In the race to make solar energy more practical amidst soaring gas prices and threats of climate catastrophe, a team of researchers is taking steps toward a more efficient, higher-voltage solar cell.
Now, a Northwestern University, University of Toronto and the University of Toledo team is introducing in a new type of solar cell produced without silicon. Not only does the new cell have extremely high efficiency and record-setting voltage, it also bypasses the need for silicon, which is energetically costly to produce and purify.
In a new paper published this week in Nature, the international team of researchers used two different layers of perovskites — a type of nanocrystal dispersed in a liquid and coated onto a surface using low-cost, well-established techniques. The researchers then tuned each perovskite layer to a different part of the solar spectrum, producing a tandem solar cell.
The team’s prototype solar cell measures one square centimeter in area and produces an open-circuit voltage of 2.19 electron volts, a record for all-perovskite tandem solar cells. Its power-conversion efficiency reached 27.4%, which also breaks the current record for traditional silicon solar cells.
“Further improvements in the efficiency of solar cells are crucial for the ongoing decarbonization of our economy,” said corresponding author Ted Sargent. “While silicon solar cells have undergone impressive advances in recent years, there are inherent limitations to their efficiency and cost, arising from material properties. Perovskite technology can overcome these limitations, but, until now, it had performed below its full potential. Our latest study identifies a key reason for this and points a way forward.”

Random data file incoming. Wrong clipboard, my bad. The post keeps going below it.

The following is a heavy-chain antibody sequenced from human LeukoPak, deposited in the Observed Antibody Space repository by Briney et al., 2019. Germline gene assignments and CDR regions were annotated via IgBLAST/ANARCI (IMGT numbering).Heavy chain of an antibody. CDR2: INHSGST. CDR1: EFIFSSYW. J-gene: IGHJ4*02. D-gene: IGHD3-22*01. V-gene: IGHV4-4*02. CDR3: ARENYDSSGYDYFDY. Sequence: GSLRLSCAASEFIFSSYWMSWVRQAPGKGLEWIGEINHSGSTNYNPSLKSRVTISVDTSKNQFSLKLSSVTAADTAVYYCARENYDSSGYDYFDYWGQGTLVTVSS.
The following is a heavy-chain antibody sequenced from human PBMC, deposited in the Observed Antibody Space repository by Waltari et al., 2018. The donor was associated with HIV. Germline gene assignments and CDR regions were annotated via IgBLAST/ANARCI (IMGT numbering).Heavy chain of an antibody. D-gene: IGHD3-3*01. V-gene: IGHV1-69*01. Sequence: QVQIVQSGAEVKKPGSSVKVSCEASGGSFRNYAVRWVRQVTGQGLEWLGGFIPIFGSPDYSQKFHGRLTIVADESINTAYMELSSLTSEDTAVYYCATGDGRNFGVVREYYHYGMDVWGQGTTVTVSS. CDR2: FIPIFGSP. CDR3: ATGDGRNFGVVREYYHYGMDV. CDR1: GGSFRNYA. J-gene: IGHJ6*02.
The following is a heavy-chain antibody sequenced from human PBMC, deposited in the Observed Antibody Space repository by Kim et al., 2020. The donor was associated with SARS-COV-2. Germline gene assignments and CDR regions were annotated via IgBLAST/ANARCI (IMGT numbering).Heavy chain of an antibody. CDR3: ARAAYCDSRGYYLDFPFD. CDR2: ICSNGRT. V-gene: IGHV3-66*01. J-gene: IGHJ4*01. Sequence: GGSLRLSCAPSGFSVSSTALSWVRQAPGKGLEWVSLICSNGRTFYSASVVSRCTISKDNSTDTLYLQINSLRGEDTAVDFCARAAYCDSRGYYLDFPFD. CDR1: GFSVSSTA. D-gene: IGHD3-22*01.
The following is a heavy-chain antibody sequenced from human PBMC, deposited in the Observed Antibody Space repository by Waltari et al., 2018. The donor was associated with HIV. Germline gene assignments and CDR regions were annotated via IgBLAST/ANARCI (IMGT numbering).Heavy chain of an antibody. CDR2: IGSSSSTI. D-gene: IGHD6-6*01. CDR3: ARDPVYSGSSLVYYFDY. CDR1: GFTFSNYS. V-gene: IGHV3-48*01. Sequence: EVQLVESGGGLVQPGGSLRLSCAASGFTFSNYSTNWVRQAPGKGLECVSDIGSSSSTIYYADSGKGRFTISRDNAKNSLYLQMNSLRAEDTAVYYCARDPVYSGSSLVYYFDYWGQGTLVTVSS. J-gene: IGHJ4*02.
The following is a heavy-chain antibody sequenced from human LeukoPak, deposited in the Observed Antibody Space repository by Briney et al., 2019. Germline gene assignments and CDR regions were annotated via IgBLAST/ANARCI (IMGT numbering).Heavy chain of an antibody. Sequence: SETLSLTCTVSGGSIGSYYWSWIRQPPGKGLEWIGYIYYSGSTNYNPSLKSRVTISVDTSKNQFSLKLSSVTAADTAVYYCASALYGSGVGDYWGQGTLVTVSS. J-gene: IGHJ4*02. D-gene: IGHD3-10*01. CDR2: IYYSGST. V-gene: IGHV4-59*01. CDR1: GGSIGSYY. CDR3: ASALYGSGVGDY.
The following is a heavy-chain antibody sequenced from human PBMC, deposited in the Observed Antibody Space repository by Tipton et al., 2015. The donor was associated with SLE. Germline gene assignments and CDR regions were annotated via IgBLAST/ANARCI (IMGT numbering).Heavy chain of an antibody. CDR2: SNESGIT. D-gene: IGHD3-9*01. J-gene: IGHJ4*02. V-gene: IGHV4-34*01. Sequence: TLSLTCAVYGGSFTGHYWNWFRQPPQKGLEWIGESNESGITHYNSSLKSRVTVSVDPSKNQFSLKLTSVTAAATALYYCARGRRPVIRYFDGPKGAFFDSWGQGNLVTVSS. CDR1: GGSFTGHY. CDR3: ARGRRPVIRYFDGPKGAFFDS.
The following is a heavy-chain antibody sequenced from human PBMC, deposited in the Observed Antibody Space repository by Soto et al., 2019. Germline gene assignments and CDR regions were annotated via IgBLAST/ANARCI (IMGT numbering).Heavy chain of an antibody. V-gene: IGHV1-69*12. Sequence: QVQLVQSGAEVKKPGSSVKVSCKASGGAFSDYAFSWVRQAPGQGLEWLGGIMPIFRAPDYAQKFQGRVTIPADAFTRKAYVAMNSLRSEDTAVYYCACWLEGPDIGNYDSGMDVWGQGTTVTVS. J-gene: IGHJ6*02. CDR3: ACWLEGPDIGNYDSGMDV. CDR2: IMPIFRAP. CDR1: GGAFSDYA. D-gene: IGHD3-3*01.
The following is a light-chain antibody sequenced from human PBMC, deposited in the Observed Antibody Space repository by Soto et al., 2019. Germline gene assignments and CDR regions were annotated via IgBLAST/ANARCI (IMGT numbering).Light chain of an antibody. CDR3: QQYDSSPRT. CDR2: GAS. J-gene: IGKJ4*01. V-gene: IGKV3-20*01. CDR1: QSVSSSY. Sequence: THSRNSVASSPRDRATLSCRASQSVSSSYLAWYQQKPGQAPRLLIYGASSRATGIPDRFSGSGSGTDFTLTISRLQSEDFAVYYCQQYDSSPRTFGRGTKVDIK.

Sargent joined Northwestern this fall as the Lynn Hopton Davis and Greg Davis Professor of Chemistry at the Weinberg College of Arts and Sciences and a professor of electrical and computer engineering in the McCormick School of Engineering.
By adjusting the thickness and chemical composition of the perovskite crystal films, manufacturers can selectively “tune” which wavelengths of light are absorbed and converted into electricity. This is a beneficial contrast to silicon, which always absorbs the same limited section of the solar spectrum.
“In our cell, the top perovskite layer absorbs well in the ultraviolet part of the spectrum, as well as some visible light,” said Chongwen Li, a postdoctoral researcher in Sargent’s lab and one of five co-first authors of the new paper. “The bottom layer has a narrow band gap, which is tuned more toward the infrared part of the spectrum. Between the two, we cover more of the spectrum than would be possible with silicon.”